The hydro crisis continues. But, for all visible intents and purposes, extreme electricity rates are little more than a laughing matter for premier Kathleen Wynne. In a Paul Bliss interview, broadcast December 19 on CTV, she was in a rather jovial mood and joked about always being in trouble.
What is happening to the province is not funny. The situation is serious enough for her cabinet members to start bailing. Businesses are closing or expanding out of Ontario. Investors are turning their backs and creating jobs elsewhere.
In January, possibly certain her subjects are gluttons for punishment, tax mistress Wynne will add new taxes to gasoline and natural gas. Both will be subject to the GST, a tax on a tax.
Collectively it could average out to a 12% tax increase, which is nothing if not inflationary.
There appears to be no letup in her taxing ways as she cripples Ontario’s traditional engine of job creation; the industrial sector. On December 21, the Toronto Star reported fastener maker Leland Industries is, “… opening a new manufacturing facility in the United States because rising energy costs have made Ontario uncompetitive for investment.”
Jocelyn Williams Bamford, a spokeswoman for Ontario’s Coalition of Concerned Manufacturers, says high energy prices rob companies of money for investment.
And, if manufacturers can’t invest in Ontario, it’s not good for the economy or for jobs in this province.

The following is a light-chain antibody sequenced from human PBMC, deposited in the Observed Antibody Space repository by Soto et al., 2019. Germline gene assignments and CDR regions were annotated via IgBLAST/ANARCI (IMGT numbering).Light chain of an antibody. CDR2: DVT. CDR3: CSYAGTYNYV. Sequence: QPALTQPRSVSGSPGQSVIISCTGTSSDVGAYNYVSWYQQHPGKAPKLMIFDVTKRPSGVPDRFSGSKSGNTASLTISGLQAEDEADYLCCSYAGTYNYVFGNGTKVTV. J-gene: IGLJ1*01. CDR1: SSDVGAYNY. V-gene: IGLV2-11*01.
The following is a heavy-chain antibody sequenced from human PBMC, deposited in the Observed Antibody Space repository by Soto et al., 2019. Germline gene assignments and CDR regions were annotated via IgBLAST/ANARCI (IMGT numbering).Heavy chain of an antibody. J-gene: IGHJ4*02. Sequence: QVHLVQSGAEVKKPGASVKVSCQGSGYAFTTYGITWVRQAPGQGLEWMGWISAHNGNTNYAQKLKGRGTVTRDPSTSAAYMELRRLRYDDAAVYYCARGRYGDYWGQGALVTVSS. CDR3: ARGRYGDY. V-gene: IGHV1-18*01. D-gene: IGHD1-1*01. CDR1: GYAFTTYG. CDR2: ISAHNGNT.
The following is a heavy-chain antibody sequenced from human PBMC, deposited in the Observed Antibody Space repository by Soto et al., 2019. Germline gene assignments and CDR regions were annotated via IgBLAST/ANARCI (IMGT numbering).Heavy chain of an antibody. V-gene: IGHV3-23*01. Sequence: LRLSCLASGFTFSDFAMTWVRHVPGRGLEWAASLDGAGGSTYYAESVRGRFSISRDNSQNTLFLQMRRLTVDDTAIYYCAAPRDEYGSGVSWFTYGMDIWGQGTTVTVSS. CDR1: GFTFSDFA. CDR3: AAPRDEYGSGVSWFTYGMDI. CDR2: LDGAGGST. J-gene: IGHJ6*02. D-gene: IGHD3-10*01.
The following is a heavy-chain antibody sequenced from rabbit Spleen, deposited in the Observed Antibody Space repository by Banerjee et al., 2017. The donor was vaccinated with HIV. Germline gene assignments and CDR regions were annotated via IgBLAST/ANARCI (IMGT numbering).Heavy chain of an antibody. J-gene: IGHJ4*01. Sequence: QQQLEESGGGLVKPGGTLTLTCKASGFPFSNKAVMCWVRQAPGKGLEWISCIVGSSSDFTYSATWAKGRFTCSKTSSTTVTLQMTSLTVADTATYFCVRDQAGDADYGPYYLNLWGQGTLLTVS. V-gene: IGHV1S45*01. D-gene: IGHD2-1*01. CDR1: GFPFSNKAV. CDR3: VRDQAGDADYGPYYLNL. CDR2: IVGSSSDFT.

It is also discouraging new companies from setting up shop. Amazon Web Services, reported the National Post December 20, picked Montreal for a new data centre.
“Amazon conducted a thorough review of various options within Canada, including Ontario, that involved looking at a number of factors, including the price of electricity,” Amazon executive Teresa Carlson told the National Post.
The situation is so bad some pundits expect the Liberals will be wiped out in the next election. It is no wonder Wynne is losing cabinet members.
On December 19, the Windsor Star listed the departures.
- Attorney General Madeleine Meilleur,
- Seniors Minister Mario Sergio,
- Municipal Affairs Minister Ted McMeekin, and
- Cabinet Chair Jim Bradley
The most recent is Community Safety and Correctional
Services Minister David Orazietti. Ontario PC leader Patrick Brown sees the departure as a, “… reflection of the tired, self-interested government that has held onto power for 13 long years.” He went on to predict there will be, “… a long line of Liberal MPPs who will jump ship before the 2018 election.”
Can a premier, so unconcerned and so unwilling to treat energy prices as a crisis, even make it to the next election? Or will her party ditch her early in the new year?